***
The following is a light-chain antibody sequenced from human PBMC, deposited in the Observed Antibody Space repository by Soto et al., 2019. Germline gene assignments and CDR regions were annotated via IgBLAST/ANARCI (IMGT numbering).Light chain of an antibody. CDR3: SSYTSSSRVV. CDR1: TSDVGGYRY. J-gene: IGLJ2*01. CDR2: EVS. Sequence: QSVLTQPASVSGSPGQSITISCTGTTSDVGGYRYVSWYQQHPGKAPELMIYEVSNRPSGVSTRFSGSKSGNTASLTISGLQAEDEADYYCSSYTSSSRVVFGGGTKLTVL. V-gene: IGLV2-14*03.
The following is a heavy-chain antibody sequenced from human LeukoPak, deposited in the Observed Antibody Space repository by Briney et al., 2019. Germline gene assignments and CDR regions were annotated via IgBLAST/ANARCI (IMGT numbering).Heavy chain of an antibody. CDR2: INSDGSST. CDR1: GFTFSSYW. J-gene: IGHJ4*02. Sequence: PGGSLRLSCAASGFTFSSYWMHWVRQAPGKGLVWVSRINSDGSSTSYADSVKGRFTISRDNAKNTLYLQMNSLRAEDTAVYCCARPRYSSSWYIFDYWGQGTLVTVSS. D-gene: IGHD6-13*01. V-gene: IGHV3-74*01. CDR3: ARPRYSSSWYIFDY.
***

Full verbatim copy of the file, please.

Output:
The following is a light-chain antibody sequenced from human PBMC, deposited in the Observed Antibody Space repository by Soto et al., 2019. Germline gene assignments and CDR regions were annotated via IgBLAST/ANARCI (IMGT numbering).Light chain of an antibody. CDR3: SSYTSSSRVV. CDR1: TSDVGGYRY. J-gene: IGLJ2*01. CDR2: EVS. Sequence: QSVLTQPASVSGSPGQSITISCTGTTSDVGGYRYVSWYQQHPGKAPELMIYEVSNRPSGVSTRFSGSKSGNTASLTISGLQAEDEADYYCSSYTSSSRVVFGGGTKLTVL. V-gene: IGLV2-14*03.
The following is a heavy-chain antibody sequenced from human LeukoPak, deposited in the Observed Antibody Space repository by Briney et al., 2019. Germline gene assignments and CDR regions were annotated via IgBLAST/ANARCI (IMGT numbering).Heavy chain of an antibody. CDR2: INSDGSST. CDR1: GFTFSSYW. J-gene: IGHJ4*02. Sequence: PGGSLRLSCAASGFTFSSYWMHWVRQAPGKGLVWVSRINSDGSSTSYADSVKGRFTISRDNAKNTLYLQMNSLRAEDTAVYCCARPRYSSSWYIFDYWGQGTLVTVSS. D-gene: IGHD6-13*01. V-gene: IGHV3-74*01. CDR3: ARPRYSSSWYIFDY.